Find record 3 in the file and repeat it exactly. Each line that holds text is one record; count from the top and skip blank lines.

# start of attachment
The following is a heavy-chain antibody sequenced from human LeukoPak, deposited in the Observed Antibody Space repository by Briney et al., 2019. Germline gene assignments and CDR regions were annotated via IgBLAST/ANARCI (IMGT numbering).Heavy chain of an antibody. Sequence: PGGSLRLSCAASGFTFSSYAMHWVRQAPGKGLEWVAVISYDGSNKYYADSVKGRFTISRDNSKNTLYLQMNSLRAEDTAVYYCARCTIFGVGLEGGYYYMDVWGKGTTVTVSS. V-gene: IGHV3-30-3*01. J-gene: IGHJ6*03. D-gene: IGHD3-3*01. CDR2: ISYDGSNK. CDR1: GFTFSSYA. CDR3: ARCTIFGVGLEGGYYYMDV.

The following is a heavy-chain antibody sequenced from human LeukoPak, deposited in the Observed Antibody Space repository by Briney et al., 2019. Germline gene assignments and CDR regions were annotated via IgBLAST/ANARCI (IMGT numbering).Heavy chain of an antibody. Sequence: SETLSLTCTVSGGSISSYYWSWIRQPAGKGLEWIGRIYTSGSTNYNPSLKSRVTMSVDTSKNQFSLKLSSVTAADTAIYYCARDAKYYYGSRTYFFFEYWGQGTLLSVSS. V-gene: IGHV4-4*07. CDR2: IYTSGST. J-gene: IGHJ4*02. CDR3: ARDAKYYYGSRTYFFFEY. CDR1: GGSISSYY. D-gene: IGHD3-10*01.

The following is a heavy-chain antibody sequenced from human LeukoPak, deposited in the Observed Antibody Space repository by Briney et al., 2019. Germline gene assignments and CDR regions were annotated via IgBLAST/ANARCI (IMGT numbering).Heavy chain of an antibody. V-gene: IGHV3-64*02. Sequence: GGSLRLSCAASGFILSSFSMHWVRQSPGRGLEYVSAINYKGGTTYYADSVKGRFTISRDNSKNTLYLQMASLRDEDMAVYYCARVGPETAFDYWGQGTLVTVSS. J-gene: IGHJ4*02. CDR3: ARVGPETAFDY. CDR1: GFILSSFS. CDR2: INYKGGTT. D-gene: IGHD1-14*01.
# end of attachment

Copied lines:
The following is a heavy-chain antibody sequenced from human LeukoPak, deposited in the Observed Antibody Space repository by Briney et al., 2019. Germline gene assignments and CDR regions were annotated via IgBLAST/ANARCI (IMGT numbering).Heavy chain of an antibody. V-gene: IGHV3-64*02. Sequence: GGSLRLSCAASGFILSSFSMHWVRQSPGRGLEYVSAINYKGGTTYYADSVKGRFTISRDNSKNTLYLQMASLRDEDMAVYYCARVGPETAFDYWGQGTLVTVSS. J-gene: IGHJ4*02. CDR3: ARVGPETAFDY. CDR1: GFILSSFS. CDR2: INYKGGTT. D-gene: IGHD1-14*01.